Today, we live in a world of instant gratification because of the programming and services the media provides. Children often tricked into believing they sit at the center of the universe tend to pick up their behavior by watching the spoiled brats of todayÐ²Ð‚â„¢s primetime and merely emulate the antics saturated in their impressionable minds (Halonen). They are frequently bombarded with messages of selfishness, greed, and Ð²Ð‚Ñšme firstÐ²Ð‚Ñœ attitudes (Blakey). These messages of vanity, illicit sex, hatred, physical aggression and rebellion against authority are boxed, wrapped, and marketed to an unsuspecting generation. It seems that television has taught todayÐ²Ð‚â„¢s younger generations to solve problems through brute force. (Blakey) The media has said goodbye to television households featuring a functional and traditionally moral household. These days the programs people watch primarily feature divorced parents or estranged families, and the programÐ²Ð‚â„¢s children tend to demonstrate a spoiled or destructive manner about them. Recently, especially on cable networks, the drug abuse and sexual promiscuity, along with irreverent situations characters encounter in their thirty-minute primetime reign undoubtedly exceed entertainment purpose. (Szaflik)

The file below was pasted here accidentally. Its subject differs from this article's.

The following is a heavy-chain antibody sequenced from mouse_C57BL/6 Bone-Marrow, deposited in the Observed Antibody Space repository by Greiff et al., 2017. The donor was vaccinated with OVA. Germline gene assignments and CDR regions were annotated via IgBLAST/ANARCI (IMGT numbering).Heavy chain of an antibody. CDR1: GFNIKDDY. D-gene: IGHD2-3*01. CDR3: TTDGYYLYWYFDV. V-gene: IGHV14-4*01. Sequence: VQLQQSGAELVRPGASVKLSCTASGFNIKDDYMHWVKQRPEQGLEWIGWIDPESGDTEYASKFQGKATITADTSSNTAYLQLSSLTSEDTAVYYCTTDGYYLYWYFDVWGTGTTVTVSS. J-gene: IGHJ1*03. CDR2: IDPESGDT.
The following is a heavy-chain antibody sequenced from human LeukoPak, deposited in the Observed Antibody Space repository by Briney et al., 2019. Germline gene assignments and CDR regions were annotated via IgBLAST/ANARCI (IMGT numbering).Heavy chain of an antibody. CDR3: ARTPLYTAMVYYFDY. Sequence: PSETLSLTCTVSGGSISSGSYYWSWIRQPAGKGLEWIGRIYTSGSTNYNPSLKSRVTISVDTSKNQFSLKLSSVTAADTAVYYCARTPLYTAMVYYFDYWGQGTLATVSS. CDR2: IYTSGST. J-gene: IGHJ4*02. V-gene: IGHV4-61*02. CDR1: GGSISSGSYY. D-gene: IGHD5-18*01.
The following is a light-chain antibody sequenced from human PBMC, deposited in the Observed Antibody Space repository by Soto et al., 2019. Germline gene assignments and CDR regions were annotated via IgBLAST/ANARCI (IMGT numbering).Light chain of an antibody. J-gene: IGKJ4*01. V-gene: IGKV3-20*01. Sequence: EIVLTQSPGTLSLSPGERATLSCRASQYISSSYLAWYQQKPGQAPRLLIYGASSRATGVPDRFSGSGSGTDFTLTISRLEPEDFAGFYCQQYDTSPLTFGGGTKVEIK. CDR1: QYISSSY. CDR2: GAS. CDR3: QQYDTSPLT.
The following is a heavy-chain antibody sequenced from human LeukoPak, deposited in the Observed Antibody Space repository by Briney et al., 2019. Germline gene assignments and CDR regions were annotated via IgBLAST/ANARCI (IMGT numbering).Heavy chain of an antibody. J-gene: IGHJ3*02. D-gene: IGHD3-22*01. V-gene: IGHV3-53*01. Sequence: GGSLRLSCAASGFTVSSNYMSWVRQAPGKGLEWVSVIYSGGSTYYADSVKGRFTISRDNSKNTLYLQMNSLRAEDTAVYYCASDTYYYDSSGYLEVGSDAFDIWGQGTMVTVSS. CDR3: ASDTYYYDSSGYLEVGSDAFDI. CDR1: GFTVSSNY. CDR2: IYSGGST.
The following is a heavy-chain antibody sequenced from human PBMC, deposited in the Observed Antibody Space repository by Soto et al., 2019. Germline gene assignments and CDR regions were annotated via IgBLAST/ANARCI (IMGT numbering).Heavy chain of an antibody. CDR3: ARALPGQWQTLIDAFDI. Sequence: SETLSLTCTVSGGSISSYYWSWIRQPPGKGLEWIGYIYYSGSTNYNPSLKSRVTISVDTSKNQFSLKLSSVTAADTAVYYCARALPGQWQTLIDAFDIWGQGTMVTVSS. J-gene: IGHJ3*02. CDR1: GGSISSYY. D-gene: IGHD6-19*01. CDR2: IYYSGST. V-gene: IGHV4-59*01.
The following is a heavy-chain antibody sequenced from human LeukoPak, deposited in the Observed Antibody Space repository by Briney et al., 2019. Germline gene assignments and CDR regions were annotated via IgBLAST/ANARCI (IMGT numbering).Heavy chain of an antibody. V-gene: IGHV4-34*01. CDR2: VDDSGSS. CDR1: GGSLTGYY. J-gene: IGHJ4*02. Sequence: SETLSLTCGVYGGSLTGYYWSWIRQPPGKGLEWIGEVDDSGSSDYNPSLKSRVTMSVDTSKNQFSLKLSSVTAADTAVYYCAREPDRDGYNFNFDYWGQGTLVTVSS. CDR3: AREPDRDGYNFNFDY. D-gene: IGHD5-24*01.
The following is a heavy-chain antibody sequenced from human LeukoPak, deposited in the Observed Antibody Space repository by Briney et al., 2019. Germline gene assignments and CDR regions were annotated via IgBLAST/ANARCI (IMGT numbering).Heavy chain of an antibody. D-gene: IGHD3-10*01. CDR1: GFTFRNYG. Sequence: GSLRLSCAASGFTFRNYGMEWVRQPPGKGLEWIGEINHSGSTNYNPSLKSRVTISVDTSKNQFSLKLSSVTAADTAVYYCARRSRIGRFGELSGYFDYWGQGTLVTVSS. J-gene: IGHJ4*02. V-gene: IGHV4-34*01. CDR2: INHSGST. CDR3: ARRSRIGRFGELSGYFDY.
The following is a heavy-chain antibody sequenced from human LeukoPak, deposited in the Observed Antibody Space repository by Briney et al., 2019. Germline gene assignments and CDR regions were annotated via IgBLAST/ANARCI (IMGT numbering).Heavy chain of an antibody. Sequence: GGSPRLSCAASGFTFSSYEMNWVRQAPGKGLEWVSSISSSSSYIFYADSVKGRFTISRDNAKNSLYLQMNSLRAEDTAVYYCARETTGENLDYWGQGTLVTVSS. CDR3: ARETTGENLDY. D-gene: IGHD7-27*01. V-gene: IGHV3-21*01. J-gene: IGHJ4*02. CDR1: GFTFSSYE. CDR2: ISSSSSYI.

Before the age of eighteen, the average American teen will have witnessed around eighteen thousand murders on television (Szaflik). While staggering in number, more disturbing has been the effect this steady diet of violence may have on American youth. Social scientists have attempted to measure television's effect on behavior in different ways, including laboratory studies, field experiments, and other analyses. Though none have been concluded as a direct cause and effect relationship, it becomes clear that watching television could very well contribute as one of a number of important factors affecting aggressive behavior (Halonen). Today, television serves as a babysitter, a safe haven from the streets, and as a way to avoid social interaction. People's dependence on television tends to stifle development of creativity and the way they view themselves and society (Szaflik). There have been, though, some advances in blocking bad content from childrenÐ²Ð‚â„¢s eyes.